Twenty-fifth of December is celebrated by millions of Christians across the globe as Christmas - to mark the birth of their lord and saviour Jesus Christ.
But, over the years questions have been raised over the true origins of Christmas with various sources pointing towards its pagan roots. Various accounts have also disputed the claim that Jesus was born on 25 December - which remains the foundation of modern Christmas celebrations.
To make it clear at the offset, this article uses the phrase “pagan” as a substitute for polytheist and animistic religions or traditions present in the early days of Christianity and not in a pejorative sense, as was used by the early followers of Christ.
The Pagan Roots Of Christmas
As reported by CBS, ancient Rome celebrated an annual feast called Saturnalia to mark the solstice, following which the days start getting longer, which ultimately culminated in summer.
The festival Saturnalia which dates back to 497 BCE, named after the god Saturn, was celebrated on 25 December and it is claimed that when Christianity became the official religion of Rome, it became the foundation of what we now know of Christmas.
It should be noted that, like Christmas, Saturnalia contained rituals like gift giving, candle lighting, and singing and decorating houses.
The article also claims that the Christmas Tree too has Pagan origins and is seeped in celebrating the beginning of the end of winter after the solstice. While the modern Christmas tree was invented in Germany in the 17th century, it dates back to pagan traditions of decorating houses using greenery during winter.
As per a Quora answer hosted by Forbes, another ancient festival celebrated on 25 December was the consecration of temple of Sol Invictus by Roman emperor Aurelian in 270 CE. This resulted in a holiday named Dies Natalis Solis Invicti which translates to the birthday of the Sun.
The festivities to mark the birth of the sun on 25 December, which also saw the participation of Christians has also been acknowledged by Christian accounts centuries later.
Fast forward to 340 CE, Pope Julius I officially declared 25 December as the birth of Christ - this fact has been disputed by many, but more on that later.
It is thus theorises that while there were three different festivals in the early days of Christianity - Saturnalia, Dies Natalis Solis Invicti and birth of Christ, as Rome faded and Christianity grew Christmas or the birth of Christ emerged as the prime festival.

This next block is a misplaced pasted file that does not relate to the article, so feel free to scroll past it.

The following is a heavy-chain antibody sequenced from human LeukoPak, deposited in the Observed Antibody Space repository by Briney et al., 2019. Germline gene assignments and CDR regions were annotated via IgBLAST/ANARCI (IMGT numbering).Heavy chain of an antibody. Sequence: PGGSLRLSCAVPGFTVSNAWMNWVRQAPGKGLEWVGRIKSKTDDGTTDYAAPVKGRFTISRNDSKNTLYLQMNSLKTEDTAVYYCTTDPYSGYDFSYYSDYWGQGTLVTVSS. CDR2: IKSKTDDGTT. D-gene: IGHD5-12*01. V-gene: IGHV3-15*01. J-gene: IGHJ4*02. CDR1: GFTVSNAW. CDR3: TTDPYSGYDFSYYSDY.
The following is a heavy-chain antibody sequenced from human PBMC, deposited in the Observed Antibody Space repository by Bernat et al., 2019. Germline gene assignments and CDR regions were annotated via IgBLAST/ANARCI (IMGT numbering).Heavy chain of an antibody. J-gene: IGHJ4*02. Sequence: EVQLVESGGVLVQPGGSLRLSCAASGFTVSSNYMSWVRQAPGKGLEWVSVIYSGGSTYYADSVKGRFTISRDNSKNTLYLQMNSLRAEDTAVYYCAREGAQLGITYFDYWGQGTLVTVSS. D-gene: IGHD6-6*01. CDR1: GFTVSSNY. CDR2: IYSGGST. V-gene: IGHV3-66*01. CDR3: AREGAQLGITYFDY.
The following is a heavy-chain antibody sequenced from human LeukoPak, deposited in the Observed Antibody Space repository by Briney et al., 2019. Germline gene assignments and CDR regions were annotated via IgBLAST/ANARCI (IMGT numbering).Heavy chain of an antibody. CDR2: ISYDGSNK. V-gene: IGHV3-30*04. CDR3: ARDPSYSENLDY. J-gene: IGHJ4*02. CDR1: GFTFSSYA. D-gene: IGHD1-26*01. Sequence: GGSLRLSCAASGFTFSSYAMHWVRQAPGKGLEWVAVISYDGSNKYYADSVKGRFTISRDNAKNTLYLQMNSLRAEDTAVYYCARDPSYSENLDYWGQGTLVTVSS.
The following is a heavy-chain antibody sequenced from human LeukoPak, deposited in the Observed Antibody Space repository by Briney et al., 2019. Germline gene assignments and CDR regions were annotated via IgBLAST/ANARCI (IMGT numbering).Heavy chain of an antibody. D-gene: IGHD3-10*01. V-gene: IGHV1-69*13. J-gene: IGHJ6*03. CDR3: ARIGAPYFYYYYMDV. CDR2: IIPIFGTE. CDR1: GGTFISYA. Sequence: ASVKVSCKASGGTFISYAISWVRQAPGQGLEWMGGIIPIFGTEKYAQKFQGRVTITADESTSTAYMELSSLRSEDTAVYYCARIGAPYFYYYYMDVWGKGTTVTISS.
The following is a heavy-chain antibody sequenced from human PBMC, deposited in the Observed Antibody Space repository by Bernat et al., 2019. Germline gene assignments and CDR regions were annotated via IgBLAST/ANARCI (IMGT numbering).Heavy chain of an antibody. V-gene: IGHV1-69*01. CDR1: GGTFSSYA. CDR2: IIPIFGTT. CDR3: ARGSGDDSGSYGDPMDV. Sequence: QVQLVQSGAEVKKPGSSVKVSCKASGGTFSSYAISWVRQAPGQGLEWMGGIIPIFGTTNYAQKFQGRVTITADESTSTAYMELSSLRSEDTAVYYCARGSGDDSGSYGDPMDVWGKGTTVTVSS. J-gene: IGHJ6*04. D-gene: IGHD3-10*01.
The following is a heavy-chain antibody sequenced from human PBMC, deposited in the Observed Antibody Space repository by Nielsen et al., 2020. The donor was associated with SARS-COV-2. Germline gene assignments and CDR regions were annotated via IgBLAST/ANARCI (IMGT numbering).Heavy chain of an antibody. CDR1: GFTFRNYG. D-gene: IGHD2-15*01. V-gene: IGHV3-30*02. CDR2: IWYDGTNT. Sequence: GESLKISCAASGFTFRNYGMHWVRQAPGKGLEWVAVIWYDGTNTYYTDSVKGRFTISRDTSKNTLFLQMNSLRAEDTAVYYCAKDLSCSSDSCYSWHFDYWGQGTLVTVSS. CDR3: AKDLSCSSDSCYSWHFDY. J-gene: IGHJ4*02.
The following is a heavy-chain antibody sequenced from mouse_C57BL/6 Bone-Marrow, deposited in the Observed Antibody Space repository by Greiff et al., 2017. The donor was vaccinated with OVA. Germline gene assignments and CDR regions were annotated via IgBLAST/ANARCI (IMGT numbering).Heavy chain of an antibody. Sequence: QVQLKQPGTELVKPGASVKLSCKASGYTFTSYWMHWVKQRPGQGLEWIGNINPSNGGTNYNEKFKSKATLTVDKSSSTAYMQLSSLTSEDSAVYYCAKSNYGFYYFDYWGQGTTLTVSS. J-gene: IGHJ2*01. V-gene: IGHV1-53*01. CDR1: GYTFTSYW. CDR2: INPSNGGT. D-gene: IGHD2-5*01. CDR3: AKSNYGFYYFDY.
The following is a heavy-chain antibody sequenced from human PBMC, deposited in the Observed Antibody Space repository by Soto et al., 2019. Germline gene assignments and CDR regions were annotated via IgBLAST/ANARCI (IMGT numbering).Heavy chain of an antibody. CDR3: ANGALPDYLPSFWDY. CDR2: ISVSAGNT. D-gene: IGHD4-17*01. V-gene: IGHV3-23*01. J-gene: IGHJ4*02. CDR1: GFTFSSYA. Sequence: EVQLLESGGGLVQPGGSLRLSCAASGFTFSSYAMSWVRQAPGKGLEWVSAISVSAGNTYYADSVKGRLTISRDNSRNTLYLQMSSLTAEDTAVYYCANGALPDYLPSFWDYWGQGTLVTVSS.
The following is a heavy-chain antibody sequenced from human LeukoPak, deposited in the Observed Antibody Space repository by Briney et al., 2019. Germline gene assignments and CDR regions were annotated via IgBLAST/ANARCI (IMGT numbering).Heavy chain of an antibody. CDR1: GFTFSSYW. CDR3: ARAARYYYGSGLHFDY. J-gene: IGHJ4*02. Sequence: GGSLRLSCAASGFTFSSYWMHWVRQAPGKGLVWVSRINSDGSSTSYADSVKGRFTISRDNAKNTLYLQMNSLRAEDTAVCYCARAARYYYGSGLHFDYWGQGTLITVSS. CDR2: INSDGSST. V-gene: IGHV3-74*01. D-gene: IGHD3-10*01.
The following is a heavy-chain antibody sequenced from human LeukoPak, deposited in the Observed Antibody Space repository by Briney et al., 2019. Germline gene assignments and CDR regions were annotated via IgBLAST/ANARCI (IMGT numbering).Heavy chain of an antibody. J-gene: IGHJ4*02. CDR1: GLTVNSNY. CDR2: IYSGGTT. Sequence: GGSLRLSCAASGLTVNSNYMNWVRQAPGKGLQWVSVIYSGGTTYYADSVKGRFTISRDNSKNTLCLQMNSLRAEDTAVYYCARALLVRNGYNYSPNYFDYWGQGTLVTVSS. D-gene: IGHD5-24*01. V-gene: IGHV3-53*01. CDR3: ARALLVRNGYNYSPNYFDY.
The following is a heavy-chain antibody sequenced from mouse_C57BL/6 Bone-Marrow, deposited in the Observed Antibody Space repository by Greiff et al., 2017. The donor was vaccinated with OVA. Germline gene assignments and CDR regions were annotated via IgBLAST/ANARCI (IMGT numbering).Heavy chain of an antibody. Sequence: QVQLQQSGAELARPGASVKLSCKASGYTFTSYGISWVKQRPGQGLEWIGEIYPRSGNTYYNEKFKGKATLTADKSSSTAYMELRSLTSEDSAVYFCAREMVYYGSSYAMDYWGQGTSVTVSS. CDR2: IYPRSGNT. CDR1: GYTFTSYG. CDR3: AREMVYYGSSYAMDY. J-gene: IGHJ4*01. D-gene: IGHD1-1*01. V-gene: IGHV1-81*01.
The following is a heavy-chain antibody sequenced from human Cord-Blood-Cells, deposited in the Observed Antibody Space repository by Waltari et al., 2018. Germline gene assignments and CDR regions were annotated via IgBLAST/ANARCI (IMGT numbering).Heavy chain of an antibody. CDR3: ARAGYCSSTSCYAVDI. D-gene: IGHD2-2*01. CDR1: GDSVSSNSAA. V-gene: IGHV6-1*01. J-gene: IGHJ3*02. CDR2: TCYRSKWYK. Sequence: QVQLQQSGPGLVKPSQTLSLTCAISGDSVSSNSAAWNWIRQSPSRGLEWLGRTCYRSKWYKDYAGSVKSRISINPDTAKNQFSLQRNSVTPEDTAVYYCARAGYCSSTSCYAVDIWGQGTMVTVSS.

The story does not end here as Christmas also contains elements of Germanic and Viking traditions. The popular History TV series Vikings references to a festival named Yol or Yule, which was celebrated to encourage good luck and optimism during winter.
In Viking history, the King Haakon of Norway who was a Christian among Pagans, instructed his people to celebrate Yule at the same time as Christmas in an effort to turn it from a celebration of solstice to celebration of Christ.
Dispute Over Birth Date Of Jesus Christ
The exclusive origins of Christmas are also dented by accounts disputing 25 December as the birth date of Christ, which marks the foundation of this festival. Thus, if Christ was not born on 25 December then the traditions of a festival on that day did not start with Christianity.
While Bible does not directly reference to any festival called Christmas, many have also put forth their theories to prove that it is unlikely 25 December is the birth date of Christ.
This account here quotes the gospel of Luke, “Mary gave birth to her firstborn, a son. She wrapped Him in cloths and placed Him in a manger, because there was no guest room available for them. And there were shepherds living out in the fields nearby, keeping watch over their flocks at night”.
It thus adds that shepherds grazing their fowls in the fields would have been unlikely in Judea as the weather there in December remains cold and rainy and the shepherds would have had to take shelter during the night.
It adds that Mary was travelling about 70 miles from Nazareth to Bethlehem, a journey which is especially difficult during winter. Many thus believe that Christ was either born in spring or fall.